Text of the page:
I wish I knew what part it played in all of this. If it caused the Icarus to crash, if it caused the rift mentioned in those documents, why keep it a secret? Whatever’s happening here is wrong. It would’ve cost a fortune to keep an entire planet hidden from the galaxy—and LaRoux Industries wouldn’t spend that money if they weren’t doing something worth hiding.

We’ve tried a few times to get the whispers to talk to us again using the lights in the underground hallway, but we’ve gotten only darkness and silence in response. Perhaps they wore themselves out that first time. Either they can’t answer, or they won’t.

We even tried last night to overload the door, assuming that if it had an electronic locking mechanism, zapping it might trick its systems into opening. But despite Lilac rerouting every system we could think of to pour into the door, it stayed shut. The entire station’s power fluctuated and dimmed, but the door didn’t budge. Lilac was unwilling to try again, pointing out that if we don’t know what’s powering the station, we don’t know how much power’s left. If we use it all up opening the door, there might not be any left to create a distress signal.

I turn the canteen over in my hands and find myself thinking of the fragments of meaning on that shard of paper Lilac read from. “Energy-matter conversion,” it said. Energy-based life-forms. So, these things can manipulate energy. They can do it to the electricity in our brains, and the electricity in the lights. They can convert energy into solid matter, create physical objects. After all, I hold the evidence of it in my hands. They re-created the canteen. Lilac says they re-created her flower.

I shake my head and stretch, tossing the canteen up into the air and letting it tumble down again to smack into my palms. I toss it up a second time, seeing it rise as if in slow motion to the pinnacle of its arc.

I witness the moment it dissolves, crumbling into fine dust while I stare, paralyzed. The dust rains down on my outstretched hands, slipping through my fingers and falling to the ground. Shock holds me in place, and slowly I tilt my hands so the rest of the dust can slide off them and disappear into the still-scorched dirt and grass at my feet.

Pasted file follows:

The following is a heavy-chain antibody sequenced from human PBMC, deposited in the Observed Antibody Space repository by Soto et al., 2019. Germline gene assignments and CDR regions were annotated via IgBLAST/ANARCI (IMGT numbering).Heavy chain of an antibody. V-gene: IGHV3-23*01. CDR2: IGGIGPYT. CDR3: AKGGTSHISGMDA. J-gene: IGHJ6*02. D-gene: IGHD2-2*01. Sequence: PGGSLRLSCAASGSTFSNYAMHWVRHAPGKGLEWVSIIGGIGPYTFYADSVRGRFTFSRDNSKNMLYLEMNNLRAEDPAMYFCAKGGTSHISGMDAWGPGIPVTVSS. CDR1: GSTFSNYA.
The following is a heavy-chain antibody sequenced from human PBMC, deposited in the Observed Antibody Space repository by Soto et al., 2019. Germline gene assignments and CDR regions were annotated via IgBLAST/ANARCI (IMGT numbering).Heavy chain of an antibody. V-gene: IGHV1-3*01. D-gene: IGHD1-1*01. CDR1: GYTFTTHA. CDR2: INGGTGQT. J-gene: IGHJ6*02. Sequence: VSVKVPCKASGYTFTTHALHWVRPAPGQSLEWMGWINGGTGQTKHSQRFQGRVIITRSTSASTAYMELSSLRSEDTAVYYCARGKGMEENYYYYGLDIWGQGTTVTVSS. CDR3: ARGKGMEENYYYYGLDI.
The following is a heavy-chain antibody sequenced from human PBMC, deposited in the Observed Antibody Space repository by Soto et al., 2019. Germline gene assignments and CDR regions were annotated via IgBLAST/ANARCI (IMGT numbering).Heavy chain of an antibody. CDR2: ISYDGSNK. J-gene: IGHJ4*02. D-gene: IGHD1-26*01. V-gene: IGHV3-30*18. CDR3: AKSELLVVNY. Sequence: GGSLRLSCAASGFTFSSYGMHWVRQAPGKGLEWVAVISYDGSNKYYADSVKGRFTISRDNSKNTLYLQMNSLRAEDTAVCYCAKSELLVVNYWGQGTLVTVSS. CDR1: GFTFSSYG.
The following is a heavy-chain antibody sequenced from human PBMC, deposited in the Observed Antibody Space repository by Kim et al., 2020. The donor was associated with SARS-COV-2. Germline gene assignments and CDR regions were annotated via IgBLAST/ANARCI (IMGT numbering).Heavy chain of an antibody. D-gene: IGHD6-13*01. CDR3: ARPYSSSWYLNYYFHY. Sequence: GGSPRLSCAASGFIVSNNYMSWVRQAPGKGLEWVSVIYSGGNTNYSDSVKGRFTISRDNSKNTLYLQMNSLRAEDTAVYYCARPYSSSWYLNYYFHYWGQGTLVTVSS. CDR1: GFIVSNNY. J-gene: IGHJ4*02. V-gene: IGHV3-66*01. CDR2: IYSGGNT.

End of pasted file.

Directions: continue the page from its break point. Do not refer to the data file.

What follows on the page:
It’s when I finally lift my gaze that I realize Lilac’s standing at the edge of the clearing, staring at the place where the remains of the canteen fell.

It might be the fifth day, or the sixth, or the seventh, when I wake up and she’s gone again. My boots have been moved over to the doorway as a signal that she didn’t vanish in the night, and I climb down to stomp into them, making my way through the common room to grab a ration bar, and out into the clearing.

I’ve been trying desperately to push aside the thought of the canteen disintegrating just like her flower did. The whispers somehow re-created those two things, and Lilac’s the only thing left that they’ve given us. Did they dissolve because it was too much effort to hold them together? Were they sending us a message?

All I know is that the things they create aren’t permanent. If these beings, whatever they are, are behind that locked door, then that’s where we need to go. The source of the energy that made her—if we can tap into it somehow, maybe we can stop her from falling apart. If there’s a way to save Lilac, that’s where I’ll find it.